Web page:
Multiple Support Agreements
A situation that frequently arises, particularly with elderly persons, is that a number of people are contributing to an individual's support but no one is paying more than one-half of the support.
The IRS has devised a special rule to cover situations where two or more individuals would have been eligible to claim the dependency exemption if not for the support test, and together these individuals provide more than half of the support.
They can agree among themselves that one of them who provides more than 10 percent of the support will get the exemption. Each of the others must sign IRS Form 2120, Multiple Support Declaration, or another written statement agreeing not to claim the exemption for that year. These forms or statements must be filed along with the income tax return of the person who's claiming the exemption.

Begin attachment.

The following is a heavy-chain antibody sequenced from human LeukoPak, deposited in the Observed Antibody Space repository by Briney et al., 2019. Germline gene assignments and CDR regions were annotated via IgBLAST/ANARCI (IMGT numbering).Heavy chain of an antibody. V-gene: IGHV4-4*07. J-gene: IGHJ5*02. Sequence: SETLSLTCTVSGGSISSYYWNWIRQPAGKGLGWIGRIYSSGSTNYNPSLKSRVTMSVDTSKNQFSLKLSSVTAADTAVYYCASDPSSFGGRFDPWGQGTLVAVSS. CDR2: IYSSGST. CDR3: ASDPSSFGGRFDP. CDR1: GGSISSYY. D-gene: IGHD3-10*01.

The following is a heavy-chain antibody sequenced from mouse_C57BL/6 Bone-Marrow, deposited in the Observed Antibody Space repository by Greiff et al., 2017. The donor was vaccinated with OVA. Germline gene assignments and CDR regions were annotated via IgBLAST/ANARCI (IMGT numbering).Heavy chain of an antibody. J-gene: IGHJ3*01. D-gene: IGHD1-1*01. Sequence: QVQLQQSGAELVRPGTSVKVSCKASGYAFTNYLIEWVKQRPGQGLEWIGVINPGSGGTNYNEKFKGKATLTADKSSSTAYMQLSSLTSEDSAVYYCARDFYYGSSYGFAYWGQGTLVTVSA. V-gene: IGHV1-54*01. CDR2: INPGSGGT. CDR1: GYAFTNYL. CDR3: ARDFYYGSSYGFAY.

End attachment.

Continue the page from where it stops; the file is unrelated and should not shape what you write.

In making the decision as to who will get the most tax savings from the exemption, it's important to consider the marginal tax rates of the eligible contributors as well as the effect of the phaseout of personal exemptions discussed below.
Amy, Betty, Carl, and Donald together provide 80% of the total support for their mother, Evelyn in the following amounts:
Evelyn receives nontaxable Social Security benefits to cover the remaining 20% of her expenses.
Because Amy, Betty, and Carl all provide more than 10% of Evelyn's support, they may choose which one of them should get the exemption, provided that the other two sign statements to that effect. Donald does not need to sign a statement since his contributions were not greater than 10%.
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